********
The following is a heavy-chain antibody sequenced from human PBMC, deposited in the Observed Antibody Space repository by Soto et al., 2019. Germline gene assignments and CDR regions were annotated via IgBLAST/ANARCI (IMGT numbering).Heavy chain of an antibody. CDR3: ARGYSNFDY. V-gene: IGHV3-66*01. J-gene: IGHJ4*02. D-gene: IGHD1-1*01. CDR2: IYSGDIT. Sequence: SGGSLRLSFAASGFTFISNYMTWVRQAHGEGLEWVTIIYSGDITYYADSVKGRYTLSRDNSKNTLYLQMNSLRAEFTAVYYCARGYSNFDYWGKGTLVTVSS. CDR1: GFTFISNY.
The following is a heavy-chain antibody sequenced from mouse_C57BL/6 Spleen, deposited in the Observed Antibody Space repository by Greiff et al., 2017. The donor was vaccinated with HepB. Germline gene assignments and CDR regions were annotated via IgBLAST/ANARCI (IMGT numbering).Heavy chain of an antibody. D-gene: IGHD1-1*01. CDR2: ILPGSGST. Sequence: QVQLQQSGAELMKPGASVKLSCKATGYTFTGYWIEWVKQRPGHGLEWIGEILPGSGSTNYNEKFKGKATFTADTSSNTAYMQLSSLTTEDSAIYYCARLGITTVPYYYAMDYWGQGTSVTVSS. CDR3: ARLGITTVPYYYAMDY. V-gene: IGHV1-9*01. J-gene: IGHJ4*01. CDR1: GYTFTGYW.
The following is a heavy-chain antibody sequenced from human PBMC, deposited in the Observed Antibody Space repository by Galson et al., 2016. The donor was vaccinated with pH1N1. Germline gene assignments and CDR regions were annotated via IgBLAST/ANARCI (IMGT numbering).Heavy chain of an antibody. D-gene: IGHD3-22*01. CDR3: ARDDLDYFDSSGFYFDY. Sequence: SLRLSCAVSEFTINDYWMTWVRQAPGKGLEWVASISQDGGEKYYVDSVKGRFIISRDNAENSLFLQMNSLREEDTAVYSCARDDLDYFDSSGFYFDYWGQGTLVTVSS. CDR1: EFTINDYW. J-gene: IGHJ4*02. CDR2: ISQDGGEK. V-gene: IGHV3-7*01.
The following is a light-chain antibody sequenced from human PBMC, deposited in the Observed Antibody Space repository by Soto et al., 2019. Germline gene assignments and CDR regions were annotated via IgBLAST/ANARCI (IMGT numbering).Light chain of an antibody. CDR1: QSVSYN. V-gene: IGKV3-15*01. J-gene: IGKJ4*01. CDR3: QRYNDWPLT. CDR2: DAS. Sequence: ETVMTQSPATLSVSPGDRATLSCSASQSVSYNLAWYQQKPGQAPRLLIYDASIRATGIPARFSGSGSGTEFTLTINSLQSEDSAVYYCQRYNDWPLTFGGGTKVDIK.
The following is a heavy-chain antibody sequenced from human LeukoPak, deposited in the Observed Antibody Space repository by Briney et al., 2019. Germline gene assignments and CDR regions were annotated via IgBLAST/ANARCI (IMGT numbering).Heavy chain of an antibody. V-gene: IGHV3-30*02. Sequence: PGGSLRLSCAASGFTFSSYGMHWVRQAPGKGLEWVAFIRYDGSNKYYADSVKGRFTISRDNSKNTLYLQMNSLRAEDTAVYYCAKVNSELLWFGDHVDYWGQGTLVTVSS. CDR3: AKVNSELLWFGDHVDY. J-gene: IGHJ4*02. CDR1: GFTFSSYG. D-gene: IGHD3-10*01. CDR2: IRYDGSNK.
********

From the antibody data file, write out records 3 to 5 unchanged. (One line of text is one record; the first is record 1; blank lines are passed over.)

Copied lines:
The following is a heavy-chain antibody sequenced from human PBMC, deposited in the Observed Antibody Space repository by Galson et al., 2016. The donor was vaccinated with pH1N1. Germline gene assignments and CDR regions were annotated via IgBLAST/ANARCI (IMGT numbering).Heavy chain of an antibody. D-gene: IGHD3-22*01. CDR3: ARDDLDYFDSSGFYFDY. Sequence: SLRLSCAVSEFTINDYWMTWVRQAPGKGLEWVASISQDGGEKYYVDSVKGRFIISRDNAENSLFLQMNSLREEDTAVYSCARDDLDYFDSSGFYFDYWGQGTLVTVSS. CDR1: EFTINDYW. J-gene: IGHJ4*02. CDR2: ISQDGGEK. V-gene: IGHV3-7*01.
The following is a light-chain antibody sequenced from human PBMC, deposited in the Observed Antibody Space repository by Soto et al., 2019. Germline gene assignments and CDR regions were annotated via IgBLAST/ANARCI (IMGT numbering).Light chain of an antibody. CDR1: QSVSYN. V-gene: IGKV3-15*01. J-gene: IGKJ4*01. CDR3: QRYNDWPLT. CDR2: DAS. Sequence: ETVMTQSPATLSVSPGDRATLSCSASQSVSYNLAWYQQKPGQAPRLLIYDASIRATGIPARFSGSGSGTEFTLTINSLQSEDSAVYYCQRYNDWPLTFGGGTKVDIK.
The following is a heavy-chain antibody sequenced from human LeukoPak, deposited in the Observed Antibody Space repository by Briney et al., 2019. Germline gene assignments and CDR regions were annotated via IgBLAST/ANARCI (IMGT numbering).Heavy chain of an antibody. V-gene: IGHV3-30*02. Sequence: PGGSLRLSCAASGFTFSSYGMHWVRQAPGKGLEWVAFIRYDGSNKYYADSVKGRFTISRDNSKNTLYLQMNSLRAEDTAVYYCAKVNSELLWFGDHVDYWGQGTLVTVSS. CDR3: AKVNSELLWFGDHVDY. J-gene: IGHJ4*02. CDR1: GFTFSSYG. D-gene: IGHD3-10*01. CDR2: IRYDGSNK.